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01st Oct 2022

Whoopi Goldberg unleashes on the new Jeffrey Dahmer Netflix series

Steve Hopkins

‘If that were my family, I’d be enraged’

Whoopi Goldberg has unleashed on Netflix’s new Jeffrey Dahmer series raising concerns for the families of his victims.

The actor slammed Monster: The Jeffrey Dahmer Story, starring Evan Peters, which chronicles Dahmer’s killing spree across America’s midwest, and hasn’t stopped making headlines since it became available on 22 September.

Dahmer was was convicted of murdering 15 men and boys between 1978 and 1991 and sentenced to serve 15 consecutive life sentences in February 1992. Dahmer murdered at least 17 men, most young, gay African Americans who he lured back to his home by promising to pay them to pose nude for photographs. He then drugged and strangled them and generally mutilated and ocassionally cannibalised their bodies. He was arrested in July 22, 1991 and entered a plea of guilty but insane in 15 of the 17 murders he confessed to. Two years after being jailed, Dahmer, then aged 34, was killed by fellow inmate Christopher Scarver.

Goldberg spoke out about the Dahmer series on The View and made the point that the serial killer didn’t commit his crimes that long ago and that many of the his victims’ families are still alive.

“Ryan [Murphy] is an amazing artist,” the 66-year-old said.

But, Goldberg added: “If that were my family, I’d be enraged. Because it is being killed over and watching your child get [killed], and then you have to listen to how it went and all this other stuff that, as a person who’s lost someone like that, it’s just – you can’t imagine.”

The Sister Act actor continued: “Over and over and over! I think, if you’re gonna tell these stories, be aware that a lot of the people who are part of these stories are still with us.”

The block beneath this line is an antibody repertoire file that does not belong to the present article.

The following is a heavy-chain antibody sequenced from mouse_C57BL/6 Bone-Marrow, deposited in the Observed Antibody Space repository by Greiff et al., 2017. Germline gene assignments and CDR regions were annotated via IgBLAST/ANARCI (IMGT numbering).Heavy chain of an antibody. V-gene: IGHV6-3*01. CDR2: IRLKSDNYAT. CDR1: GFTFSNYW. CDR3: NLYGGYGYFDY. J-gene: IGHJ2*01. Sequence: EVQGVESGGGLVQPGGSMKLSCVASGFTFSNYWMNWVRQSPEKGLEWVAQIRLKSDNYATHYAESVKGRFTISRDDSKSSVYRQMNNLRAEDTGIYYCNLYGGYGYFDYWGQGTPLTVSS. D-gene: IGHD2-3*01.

Not everyone on The View was so critical of the series, which also aims to show how a combination of racism, homophobia, and police failings enabled Dahmer to kill for over a decade.

Sunny Hostin said that the series is serving an important educational purpose and highlighted how that the “young, Black and Brown gay men” who were targeted by Dahmer still face a lot of oppression.

“These communities are still marginalised, and sometimes treated the same way,” Hostin continued. “There were other pieces to this story that even I didn’t know,” Hostin said.

She also pointed out the disturbing fact that the officers who had failed to catch Dahmer were reinstated after initially losing their jobs – one of whom, John Balcerzak, retired in 2017.

But while Hostin made a critical point about the series illuminating historical failings, the families of Dahmer’s victims have been critical of it and echoed Goldberg’s sentiment.

Rita Isbell, whose brother’s murder and her court appearance was depicted in the show, told Insider that watching it “felt like reliving it all over again.”

She added: “I feel like Netflix should’ve asked if we mind or how we felt about making it. They didn’t ask me anything. They just did it. “It’s sad that they’re just making money off of this tragedy. That’s just greed.” Monster: The Jeffrey Dahmer Story is available to stream on Netflix now.

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